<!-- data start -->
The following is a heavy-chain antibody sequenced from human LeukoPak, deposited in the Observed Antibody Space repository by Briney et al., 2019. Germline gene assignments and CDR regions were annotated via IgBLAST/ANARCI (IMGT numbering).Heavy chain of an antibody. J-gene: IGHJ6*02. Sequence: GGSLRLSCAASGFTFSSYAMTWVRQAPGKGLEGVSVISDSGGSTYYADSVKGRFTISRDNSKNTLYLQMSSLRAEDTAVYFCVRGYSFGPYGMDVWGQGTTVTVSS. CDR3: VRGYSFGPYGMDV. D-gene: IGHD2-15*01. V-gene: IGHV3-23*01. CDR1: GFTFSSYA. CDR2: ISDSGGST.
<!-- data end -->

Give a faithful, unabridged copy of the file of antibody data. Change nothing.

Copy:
The following is a heavy-chain antibody sequenced from human LeukoPak, deposited in the Observed Antibody Space repository by Briney et al., 2019. Germline gene assignments and CDR regions were annotated via IgBLAST/ANARCI (IMGT numbering).Heavy chain of an antibody. J-gene: IGHJ6*02. Sequence: GGSLRLSCAASGFTFSSYAMTWVRQAPGKGLEGVSVISDSGGSTYYADSVKGRFTISRDNSKNTLYLQMSSLRAEDTAVYFCVRGYSFGPYGMDVWGQGTTVTVSS. CDR3: VRGYSFGPYGMDV. D-gene: IGHD2-15*01. V-gene: IGHV3-23*01. CDR1: GFTFSSYA. CDR2: ISDSGGST.